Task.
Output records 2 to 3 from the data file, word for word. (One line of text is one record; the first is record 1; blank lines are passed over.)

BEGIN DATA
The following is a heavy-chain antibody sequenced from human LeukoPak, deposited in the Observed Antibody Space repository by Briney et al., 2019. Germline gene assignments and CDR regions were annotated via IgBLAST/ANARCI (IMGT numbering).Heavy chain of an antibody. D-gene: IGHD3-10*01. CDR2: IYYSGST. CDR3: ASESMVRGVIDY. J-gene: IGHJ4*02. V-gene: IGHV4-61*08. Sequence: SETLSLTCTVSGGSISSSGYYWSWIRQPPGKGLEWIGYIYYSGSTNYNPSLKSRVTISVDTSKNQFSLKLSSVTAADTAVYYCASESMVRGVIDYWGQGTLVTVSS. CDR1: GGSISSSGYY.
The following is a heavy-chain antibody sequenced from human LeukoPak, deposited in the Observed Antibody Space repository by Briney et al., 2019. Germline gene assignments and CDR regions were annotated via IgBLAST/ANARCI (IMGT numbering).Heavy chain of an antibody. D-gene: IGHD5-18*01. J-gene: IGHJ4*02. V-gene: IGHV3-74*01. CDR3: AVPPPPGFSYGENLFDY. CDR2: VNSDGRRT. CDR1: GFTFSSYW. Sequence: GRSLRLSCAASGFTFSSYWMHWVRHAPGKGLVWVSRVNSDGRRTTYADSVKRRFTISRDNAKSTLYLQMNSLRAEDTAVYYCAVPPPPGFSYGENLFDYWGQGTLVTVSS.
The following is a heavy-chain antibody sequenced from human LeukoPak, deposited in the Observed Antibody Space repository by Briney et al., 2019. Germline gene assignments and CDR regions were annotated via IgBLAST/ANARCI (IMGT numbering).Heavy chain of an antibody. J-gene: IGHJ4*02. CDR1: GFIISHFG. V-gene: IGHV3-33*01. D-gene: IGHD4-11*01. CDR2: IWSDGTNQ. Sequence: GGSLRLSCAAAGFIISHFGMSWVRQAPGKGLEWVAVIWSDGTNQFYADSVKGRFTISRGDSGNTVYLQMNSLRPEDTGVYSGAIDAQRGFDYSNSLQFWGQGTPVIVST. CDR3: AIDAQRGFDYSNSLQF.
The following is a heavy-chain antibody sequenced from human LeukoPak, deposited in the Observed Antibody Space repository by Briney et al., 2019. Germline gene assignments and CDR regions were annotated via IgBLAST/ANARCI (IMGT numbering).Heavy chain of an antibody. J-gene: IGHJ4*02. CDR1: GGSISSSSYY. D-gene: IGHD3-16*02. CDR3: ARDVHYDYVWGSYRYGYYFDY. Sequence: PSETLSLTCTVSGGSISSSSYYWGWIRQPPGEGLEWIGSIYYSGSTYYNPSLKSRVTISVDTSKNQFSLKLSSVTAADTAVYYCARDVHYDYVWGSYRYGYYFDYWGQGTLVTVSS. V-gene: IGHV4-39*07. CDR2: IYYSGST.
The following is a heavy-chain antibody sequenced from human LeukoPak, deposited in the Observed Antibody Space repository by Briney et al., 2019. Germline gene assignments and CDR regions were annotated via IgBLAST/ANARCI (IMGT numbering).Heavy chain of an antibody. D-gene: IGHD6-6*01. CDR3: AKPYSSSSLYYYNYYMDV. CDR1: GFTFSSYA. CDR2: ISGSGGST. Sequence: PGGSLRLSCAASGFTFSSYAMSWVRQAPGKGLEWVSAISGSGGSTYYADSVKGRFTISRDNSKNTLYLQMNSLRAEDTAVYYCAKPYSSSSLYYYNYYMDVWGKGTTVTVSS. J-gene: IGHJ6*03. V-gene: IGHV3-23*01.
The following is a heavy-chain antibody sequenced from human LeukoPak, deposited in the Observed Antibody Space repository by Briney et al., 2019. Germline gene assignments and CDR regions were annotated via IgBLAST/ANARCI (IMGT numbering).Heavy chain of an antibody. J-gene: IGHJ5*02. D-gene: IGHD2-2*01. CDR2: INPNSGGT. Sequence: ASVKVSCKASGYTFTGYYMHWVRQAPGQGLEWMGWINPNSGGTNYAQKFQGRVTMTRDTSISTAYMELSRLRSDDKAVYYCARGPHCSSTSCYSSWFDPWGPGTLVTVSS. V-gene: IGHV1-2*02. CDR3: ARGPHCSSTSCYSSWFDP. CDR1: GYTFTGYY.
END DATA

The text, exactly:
The following is a heavy-chain antibody sequenced from human LeukoPak, deposited in the Observed Antibody Space repository by Briney et al., 2019. Germline gene assignments and CDR regions were annotated via IgBLAST/ANARCI (IMGT numbering).Heavy chain of an antibody. D-gene: IGHD5-18*01. J-gene: IGHJ4*02. V-gene: IGHV3-74*01. CDR3: AVPPPPGFSYGENLFDY. CDR2: VNSDGRRT. CDR1: GFTFSSYW. Sequence: GRSLRLSCAASGFTFSSYWMHWVRHAPGKGLVWVSRVNSDGRRTTYADSVKRRFTISRDNAKSTLYLQMNSLRAEDTAVYYCAVPPPPGFSYGENLFDYWGQGTLVTVSS.
The following is a heavy-chain antibody sequenced from human LeukoPak, deposited in the Observed Antibody Space repository by Briney et al., 2019. Germline gene assignments and CDR regions were annotated via IgBLAST/ANARCI (IMGT numbering).Heavy chain of an antibody. J-gene: IGHJ4*02. CDR1: GFIISHFG. V-gene: IGHV3-33*01. D-gene: IGHD4-11*01. CDR2: IWSDGTNQ. Sequence: GGSLRLSCAAAGFIISHFGMSWVRQAPGKGLEWVAVIWSDGTNQFYADSVKGRFTISRGDSGNTVYLQMNSLRPEDTGVYSGAIDAQRGFDYSNSLQFWGQGTPVIVST. CDR3: AIDAQRGFDYSNSLQF.